Tattoo Pain From Outlining and Shading

Except in the case of simple script or symbol tattoos, getting inked generally entails two phases: outlining and shading. Each involves a different level of pain. Whether you're considering your first tattoo or adding to an existing design, you're likely wondering what hurts the most—tattoo outlining or shading—and how much pain you can (and will have to) tolerate. The answers might have a bearing on the type of design you settle on.

A Word About Tattoo Artists and Pain

If your tattoo artist goes too deeply, you'll likely feel more pain. This is not a sign of a good artist, and you should consider finding a new one to finish the work if the pain is unbearable. In the hands of an experienced, expert tattoo artist, you'll feel discomfort, but not excruciating pain.

Some tattoo artists have the reputation of having a "light touch." So long as the ink is placed deeply enough in the skin so that it stays, this is a good trait in a tattoo artist.

Outlining vs. Shading Pain

Pain perceptions, tolerances, and experiences vary widely, of course, but here's a general overview of outlining and shading, and the pain each typically causes.

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Tattoo Outlining

Tattoo Outlining
Amy Labra / EyeEm / Getty Images

Tattoo outlining is the very first step of the tattoo process. This is when your artist actually draws your tattoo design onto the skin.

If this is your first tattoo, you'll be in for a little bit of a shock. Some people describe tattoo pain as a sharp razor blade cutting the skin. Others say they feel the odd sensation of the needle going through the layers of the skin. 

If you opt for a large tattoo design, naturally you're going to deal with a bigger outline. Small tattoos are a good first choice if you're not certain of how much pain you can tolerate.

If you have your heart set on a grand-scale tattoo design, you might want to consider splitting your tattoo session into several smaller ones instead. If you opt to get all the outlining done at one time, and add the shading or color later, your body will have time to heal—and you can take a much-needed break from the shock of the needles.

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Tattoo Shading

Tattooist creates a tattoo featuring an image of Albert Einstein.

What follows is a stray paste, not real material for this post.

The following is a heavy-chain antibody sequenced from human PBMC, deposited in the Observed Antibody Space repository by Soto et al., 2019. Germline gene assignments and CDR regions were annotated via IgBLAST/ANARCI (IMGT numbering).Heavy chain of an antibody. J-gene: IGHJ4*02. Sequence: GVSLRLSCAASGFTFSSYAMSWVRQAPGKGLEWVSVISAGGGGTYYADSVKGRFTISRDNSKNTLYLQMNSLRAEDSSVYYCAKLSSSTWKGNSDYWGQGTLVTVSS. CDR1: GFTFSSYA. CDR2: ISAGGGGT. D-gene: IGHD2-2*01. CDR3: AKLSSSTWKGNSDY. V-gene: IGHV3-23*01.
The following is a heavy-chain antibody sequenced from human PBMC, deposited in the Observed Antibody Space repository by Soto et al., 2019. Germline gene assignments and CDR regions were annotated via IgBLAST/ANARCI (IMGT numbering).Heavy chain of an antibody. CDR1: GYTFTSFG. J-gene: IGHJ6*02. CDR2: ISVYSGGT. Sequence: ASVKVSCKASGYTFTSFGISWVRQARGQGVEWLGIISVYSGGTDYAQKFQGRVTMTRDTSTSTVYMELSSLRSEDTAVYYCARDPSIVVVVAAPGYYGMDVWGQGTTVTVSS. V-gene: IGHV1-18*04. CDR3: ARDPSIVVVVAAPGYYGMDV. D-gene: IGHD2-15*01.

Oli Scarff / Getty Images

Unlike outlining, shading isn't always necessary. Color and shading simply provide more dimension than line work can. This means, of course, that if you want a tattoo with anything more than a script or single line, you will have to undergo the second part of the tattoo process.

Contrary to what you might expect, many people report that tattoo shading hurts much less than the original tattoo outlining. If you've already made it through the tattoo line work, pat yourself on the back: You've conquered the most painful part already. You can do this!

With that said, you should understand what is happening during the shading process. It's not the simple, single pass of an outline. Rather, your tattoo artist will be packing ink into your skin over and over again, often for hours at a time, over the same area of the skin. This is exactly why some people mistakenly expect the shading to be more uncomfortable than the initial outlining of the tattoo.But remember: Outlining is very detailed, and your tattoo artist uses differently sized needles for the process. The level of pain is a function of more than just repetition.

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Anticipating and Managing Pain

tattooed back
James D. Morgan / Getty Images

All told, both parts of the tattoo process have their own positives and negatives. If this is your first tattoo, consider sticking to a manageable, medium-sized design. The pain isn't permanent, but the design is.

You should also avoid some of the most painful tattoo locations, which include the ribs, hands, feet, and knees—any location where the skin is thin and bones are close to the surface.

Once you have your first tattoo, you'll have a better understanding of how your body reacts to the process. From there, don't be surprised if you get excited about adding more body art; many people do. Likewise, you might stop there if you've decided permanent tattoos (and the pain involved) just aren't for you.

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Consider No-Shame Alternatives

There' s no reason to put yourself through the tattoo process just to prove a point or feel tough. If you're unsure you can handle the pain of the procedure, opt instead for temporary tattoos, henna tattoos, or a basic body piercing. These won't prepare you for the discomfort of getting a permanent tattoo, but they can help give you a sense of whether one would be worth it for you. If you enjoy wearing a temporary tattoo enough to consider some temporary pain, go for it! And if not? You'll have discovered less trying ways of displaying beautiful body art.